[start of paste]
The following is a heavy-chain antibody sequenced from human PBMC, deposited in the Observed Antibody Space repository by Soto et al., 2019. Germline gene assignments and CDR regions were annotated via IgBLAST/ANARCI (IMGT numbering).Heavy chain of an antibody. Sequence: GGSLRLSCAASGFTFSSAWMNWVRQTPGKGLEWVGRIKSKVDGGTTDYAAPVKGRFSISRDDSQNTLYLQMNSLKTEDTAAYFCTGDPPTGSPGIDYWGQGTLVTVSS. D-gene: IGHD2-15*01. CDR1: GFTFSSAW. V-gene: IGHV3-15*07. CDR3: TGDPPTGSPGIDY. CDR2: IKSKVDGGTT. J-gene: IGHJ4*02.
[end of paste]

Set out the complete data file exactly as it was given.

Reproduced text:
The following is a heavy-chain antibody sequenced from human PBMC, deposited in the Observed Antibody Space repository by Soto et al., 2019. Germline gene assignments and CDR regions were annotated via IgBLAST/ANARCI (IMGT numbering).Heavy chain of an antibody. Sequence: GGSLRLSCAASGFTFSSAWMNWVRQTPGKGLEWVGRIKSKVDGGTTDYAAPVKGRFSISRDDSQNTLYLQMNSLKTEDTAAYFCTGDPPTGSPGIDYWGQGTLVTVSS. D-gene: IGHD2-15*01. CDR1: GFTFSSAW. V-gene: IGHV3-15*07. CDR3: TGDPPTGSPGIDY. CDR2: IKSKVDGGTT. J-gene: IGHJ4*02.